Drones: Alien Invaders or Governmental Cover-up of Alien Invaders?
President Obama’s use of unmanned drones has attracted considerable criticism from those who are concerned about both the casualties caused...
President Obama’s use of unmanned drones has attracted considerable criticism from those who are concerned about both the casualties caused during targeted killings and also the prospect of covert surveillance here in the United States.
You would think these very serious concerns would lead the general public to view drones with a certain amount of distaste, but apparently not – at least, judging by the business-minded decisions of outlets like Brookstone, where remote control helicopters have been replaced with AR.Drone 2.0s, which are just like remote control helicopters but slightly more menacing.
(When I was a kid, I owned Petster, an enormous, fluffy remote-control cat with glowing green eyes. Today, Petster would be called Reconnacat XL Drone 14400 and would be fitted with a night-vision camera and optional dart gun.)
The increased public interest in owning domesticated murder machines has come with a corresponding increase in reports of UFOs, according to Huffington Post’s “UFO Expert” Lee Speigel. Speigel is rather vexed about the situation, noting that previously, UFOlogists only had to contend with satellites, balloons, meteors swamp gas, the moon, planets, and stars when determining whether or not a reported strange thing was really an alien craft. He doesn’t mention Chinese lanterns, blimps, birds, fireworks, lenticular clouds, mortarboards thrown in the air after graduation, flying squirrels, cows picked up by tornadoes, boomerangs, or trebuchet-launched pumpkins, but there was only so much time on the program.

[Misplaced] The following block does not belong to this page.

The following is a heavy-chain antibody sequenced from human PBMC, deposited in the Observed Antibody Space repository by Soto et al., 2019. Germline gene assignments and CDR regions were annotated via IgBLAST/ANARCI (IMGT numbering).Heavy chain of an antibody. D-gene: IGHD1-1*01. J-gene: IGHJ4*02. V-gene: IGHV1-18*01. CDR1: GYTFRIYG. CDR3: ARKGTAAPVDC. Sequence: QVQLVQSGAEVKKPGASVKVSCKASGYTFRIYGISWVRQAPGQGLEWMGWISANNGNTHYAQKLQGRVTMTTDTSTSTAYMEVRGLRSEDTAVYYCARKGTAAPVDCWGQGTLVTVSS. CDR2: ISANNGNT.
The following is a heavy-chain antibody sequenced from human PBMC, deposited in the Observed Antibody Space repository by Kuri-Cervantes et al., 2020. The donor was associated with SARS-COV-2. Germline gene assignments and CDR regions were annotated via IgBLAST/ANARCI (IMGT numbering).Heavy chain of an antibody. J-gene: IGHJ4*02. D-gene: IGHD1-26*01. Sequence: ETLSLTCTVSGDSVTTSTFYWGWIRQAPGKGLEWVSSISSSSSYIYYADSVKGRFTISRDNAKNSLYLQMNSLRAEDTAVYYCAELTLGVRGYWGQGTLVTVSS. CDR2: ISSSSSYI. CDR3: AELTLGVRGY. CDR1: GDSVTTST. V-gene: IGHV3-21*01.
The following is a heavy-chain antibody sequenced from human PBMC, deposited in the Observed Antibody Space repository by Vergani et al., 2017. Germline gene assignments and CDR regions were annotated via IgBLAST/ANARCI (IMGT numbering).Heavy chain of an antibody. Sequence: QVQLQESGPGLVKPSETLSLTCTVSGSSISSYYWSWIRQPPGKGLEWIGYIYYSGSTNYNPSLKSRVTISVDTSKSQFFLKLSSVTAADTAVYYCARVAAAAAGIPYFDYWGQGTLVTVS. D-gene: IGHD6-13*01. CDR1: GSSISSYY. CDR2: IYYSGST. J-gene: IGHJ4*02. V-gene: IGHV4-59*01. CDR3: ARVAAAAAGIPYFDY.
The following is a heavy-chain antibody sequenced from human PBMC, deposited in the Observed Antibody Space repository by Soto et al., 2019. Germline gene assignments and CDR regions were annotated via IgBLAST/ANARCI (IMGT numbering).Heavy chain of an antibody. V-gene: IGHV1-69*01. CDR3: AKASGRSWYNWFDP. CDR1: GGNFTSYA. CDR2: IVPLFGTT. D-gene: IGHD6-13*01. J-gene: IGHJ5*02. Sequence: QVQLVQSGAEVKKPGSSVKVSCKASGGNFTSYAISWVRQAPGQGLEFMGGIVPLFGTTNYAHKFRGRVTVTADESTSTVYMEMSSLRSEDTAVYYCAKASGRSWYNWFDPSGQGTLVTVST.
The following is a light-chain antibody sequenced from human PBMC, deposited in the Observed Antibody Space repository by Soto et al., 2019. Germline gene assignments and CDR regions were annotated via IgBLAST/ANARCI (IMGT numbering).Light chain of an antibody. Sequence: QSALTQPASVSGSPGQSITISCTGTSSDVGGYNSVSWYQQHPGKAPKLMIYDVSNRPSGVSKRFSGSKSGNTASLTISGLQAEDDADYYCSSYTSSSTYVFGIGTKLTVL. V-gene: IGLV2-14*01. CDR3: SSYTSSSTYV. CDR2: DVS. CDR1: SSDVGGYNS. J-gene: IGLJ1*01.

Speigel’s point stands, though – our skies are filled with weird things that scare and confuse people, and they’re only getting more crowded. He urges people to refrain from freaking out when they see something they can’t immediately identify, and think horses instead of zebras, as the saying goes.
This bit of common sense goes completely unheeded in the comments on his article, though, with results that are simultaneously hilarious and heartbreaking. Many of the commenters are engaged in the celebrated game, Identify the Secret Government Mole:
(Let this single parenthetical aside represent my condemnation of the acronym “UFO” being used to mean “alien spacecraft” as opposed to “unidentified flying object.”)
I’m generally not the sort of skeptic who finds weird beliefs to be universally harmful or dangerous, but I do get worried when people substitute a made-up concern (the government is using flying robots to discredit the idea of alien spacecraft) for a very serious real-world concern (the government is using flying robots to spy on and murder people with little accountability).
That said, if the Reconnacat XL Drone 14400 existed I would probably buy at least three of them. One would be launched from a trebuchet over a minor league baseball game just to fuel rumors of a very odd alien invasion, so who am I to talk?